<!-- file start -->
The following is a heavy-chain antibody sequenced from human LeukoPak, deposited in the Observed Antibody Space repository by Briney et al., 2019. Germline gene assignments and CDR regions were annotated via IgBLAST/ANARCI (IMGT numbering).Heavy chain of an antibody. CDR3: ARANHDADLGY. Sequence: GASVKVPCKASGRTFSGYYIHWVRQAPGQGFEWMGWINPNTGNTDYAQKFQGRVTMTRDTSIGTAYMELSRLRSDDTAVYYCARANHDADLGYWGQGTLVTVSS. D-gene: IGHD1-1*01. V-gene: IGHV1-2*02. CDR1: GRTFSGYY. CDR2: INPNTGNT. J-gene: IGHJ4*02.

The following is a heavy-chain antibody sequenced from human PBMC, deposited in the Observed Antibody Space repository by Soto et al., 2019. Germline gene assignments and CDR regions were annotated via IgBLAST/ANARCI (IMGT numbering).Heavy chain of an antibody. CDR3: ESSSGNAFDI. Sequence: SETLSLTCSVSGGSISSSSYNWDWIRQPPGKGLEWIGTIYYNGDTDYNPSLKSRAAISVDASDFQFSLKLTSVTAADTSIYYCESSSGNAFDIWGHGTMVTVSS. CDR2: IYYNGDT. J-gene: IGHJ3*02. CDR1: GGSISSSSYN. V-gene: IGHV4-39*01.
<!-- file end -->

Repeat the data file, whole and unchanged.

The following is a heavy-chain antibody sequenced from human LeukoPak, deposited in the Observed Antibody Space repository by Briney et al., 2019. Germline gene assignments and CDR regions were annotated via IgBLAST/ANARCI (IMGT numbering).Heavy chain of an antibody. CDR3: ARANHDADLGY. Sequence: GASVKVPCKASGRTFSGYYIHWVRQAPGQGFEWMGWINPNTGNTDYAQKFQGRVTMTRDTSIGTAYMELSRLRSDDTAVYYCARANHDADLGYWGQGTLVTVSS. D-gene: IGHD1-1*01. V-gene: IGHV1-2*02. CDR1: GRTFSGYY. CDR2: INPNTGNT. J-gene: IGHJ4*02.

The following is a heavy-chain antibody sequenced from human PBMC, deposited in the Observed Antibody Space repository by Soto et al., 2019. Germline gene assignments and CDR regions were annotated via IgBLAST/ANARCI (IMGT numbering).Heavy chain of an antibody. CDR3: ESSSGNAFDI. Sequence: SETLSLTCSVSGGSISSSSYNWDWIRQPPGKGLEWIGTIYYNGDTDYNPSLKSRAAISVDASDFQFSLKLTSVTAADTSIYYCESSSGNAFDIWGHGTMVTVSS. CDR2: IYYNGDT. J-gene: IGHJ3*02. CDR1: GGSISSSSYN. V-gene: IGHV4-39*01.